Because grease skimming involves higher viscosity hydrocarbons, skimmers should be equipped with heaters powerful enough to keep grease fluid for discharge. If floating grease forms into solid clumps or mats, a spray bar, aerator or mechanical apparatus can be used to facilitate removal. However, hydraulic oils and the majority of oils that have degraded to any extent will also have a soluble or emulsified component that will require further treatment to eliminate. Dissolving or emulsifying oil using surfactants or solvents usually exacerbates the problem rather than solving it, producing wastewater that is more difficult to treat.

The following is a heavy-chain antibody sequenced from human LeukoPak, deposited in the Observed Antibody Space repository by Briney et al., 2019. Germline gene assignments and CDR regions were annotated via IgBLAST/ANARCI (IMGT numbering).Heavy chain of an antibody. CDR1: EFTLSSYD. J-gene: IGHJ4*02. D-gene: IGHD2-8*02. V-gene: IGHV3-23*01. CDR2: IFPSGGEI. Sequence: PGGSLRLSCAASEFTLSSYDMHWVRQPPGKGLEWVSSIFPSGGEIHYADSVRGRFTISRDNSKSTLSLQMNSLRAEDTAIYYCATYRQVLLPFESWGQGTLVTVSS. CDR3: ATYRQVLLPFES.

Parallel Plate Separator

Parallel plate separators are similar to API separators but they include tilted parallel plate assemblies (also known as parallel packs). The parallel plates provide more surface for suspended oil droplets to coalesce into larger globules. Such separators still depend upon the specific gravity between the suspended oil and the wastewater. However, parallel plates theoretically enhance the degree of oil-water separation. Typically, a parallel plate separator requires significantly less space than a conventional API separator to achieve the same degree of separation. However, while parallel plate separators are often effective as two-phase separators (oil and water), they are less effective when a third phase (solids) is present. The solids that are present in wastewaters tend to foul and plug the parallel plates, resulting in the need for frequent maintenance.

Hydro-cyclone Separators